What is observation?
Seeing our children with fresh eyes, removing any preconceptions or judgment. It’s a window into your child’s experience in the classroom.

Maria Montessori believed that observation is necessary to understand children as individuals. She also believed that the child needs to be able to express themselves without interference.

Simone Davies explains observation, “It’s like being a scientist for the day. Imagine you’ve never met your child before, be curious, and write down in objective language everything you see.”

It helps you experience the classroom environment first-hand, see how the children communicate and socialize, and observe how they complete their work cycle, use the materials, and gain independence.

3 Reasons to do Observation

  1. We see more detail and learn to know our child better when we observe.
  2. We can see the progress in their development; watching them master something they used to struggle with.
  3. We see who they are and not who we want them to be. They show us how they want to learn and we come up with ways to support them.

What we can observe

  • We can choose to focus on one thing at a time, like fine and gross motor, and document everything we observe.
  • We can create a running record, describing everything they do, including language, movement, social and cognitive development, etc.
  • We can observe any behavioral concerns and observe when this happens and what they are trying to communicate.

How teachers use observation
Observation is a key component to the Montessori method. Teachers use it in their weekly practice to support the needs of children.

Observation helps teachers set up a classroom environment that best supports each child. Teachers are able to observe what children are capable of and what they want to learn.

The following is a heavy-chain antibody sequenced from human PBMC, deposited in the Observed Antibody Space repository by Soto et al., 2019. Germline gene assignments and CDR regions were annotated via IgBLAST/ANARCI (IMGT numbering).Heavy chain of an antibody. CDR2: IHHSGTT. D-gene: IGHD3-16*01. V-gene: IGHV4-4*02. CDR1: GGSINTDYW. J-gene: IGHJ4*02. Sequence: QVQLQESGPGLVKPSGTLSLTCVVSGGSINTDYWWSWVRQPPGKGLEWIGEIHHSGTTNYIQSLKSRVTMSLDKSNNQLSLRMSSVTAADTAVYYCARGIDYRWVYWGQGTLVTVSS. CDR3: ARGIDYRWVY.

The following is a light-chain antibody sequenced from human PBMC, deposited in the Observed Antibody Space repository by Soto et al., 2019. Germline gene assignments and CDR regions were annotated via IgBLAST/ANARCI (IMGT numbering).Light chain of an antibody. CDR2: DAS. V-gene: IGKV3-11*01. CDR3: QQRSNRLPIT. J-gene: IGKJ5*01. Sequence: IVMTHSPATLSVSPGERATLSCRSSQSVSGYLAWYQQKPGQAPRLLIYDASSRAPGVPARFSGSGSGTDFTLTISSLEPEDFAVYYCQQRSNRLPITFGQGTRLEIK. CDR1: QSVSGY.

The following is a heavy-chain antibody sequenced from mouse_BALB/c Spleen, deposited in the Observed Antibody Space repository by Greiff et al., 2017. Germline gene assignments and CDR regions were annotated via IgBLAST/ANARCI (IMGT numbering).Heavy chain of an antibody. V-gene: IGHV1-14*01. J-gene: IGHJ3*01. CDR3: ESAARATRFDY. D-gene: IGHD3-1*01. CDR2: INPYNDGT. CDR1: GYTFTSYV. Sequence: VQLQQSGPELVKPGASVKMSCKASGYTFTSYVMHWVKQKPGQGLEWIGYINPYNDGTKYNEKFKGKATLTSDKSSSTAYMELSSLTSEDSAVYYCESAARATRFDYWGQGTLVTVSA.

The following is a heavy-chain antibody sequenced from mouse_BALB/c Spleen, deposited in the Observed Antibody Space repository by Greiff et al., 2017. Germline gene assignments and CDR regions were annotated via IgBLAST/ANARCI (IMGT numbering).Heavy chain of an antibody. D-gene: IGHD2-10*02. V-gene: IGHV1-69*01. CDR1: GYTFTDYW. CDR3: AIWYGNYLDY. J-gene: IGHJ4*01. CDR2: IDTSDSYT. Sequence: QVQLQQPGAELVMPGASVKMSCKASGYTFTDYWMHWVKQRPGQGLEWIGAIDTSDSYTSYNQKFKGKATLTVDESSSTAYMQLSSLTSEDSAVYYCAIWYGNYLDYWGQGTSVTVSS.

Follow the child, they will show you what they need to do, what they need to develop in themselves, and what area they need to be challenged in. The aim of the children who persevere in their work with an object is certainly not to ‘learn’; they are drawn to it by the needs of their inner life, which must be recognized and developed by its means.

Additional Resources
A Guide to Parent Observation in the Primary Class
Observing the Montessori Classroom
How and Why to Observe Your Child in Montessori

Day of Guidelines
STEP ONE: BE PRESENT. Turn your cellphone on silent.
STEP TWO: CONFIDENTIALITY. Photography of the children is strictly prohibited.
STEP THREE: ENJOY. Use fresh eyes to observe your child and the classroom.

Children go through stages of development in their work—from learning to use the material to using it with focus and under-standing—and on to mastery.

Some things you may look for as you observe:

  • Observe your child.
    • Is your child choosing work independently?
    • How do they make their selections?
    • Do they move with purpose?
    • How long do they concentrate?
    • Do they demonstrate care for the environment?
  • Observe the other students.
    • Are they working alone or in teams?
  • Observe the teacher.
    • Watch the teachers giving lessons.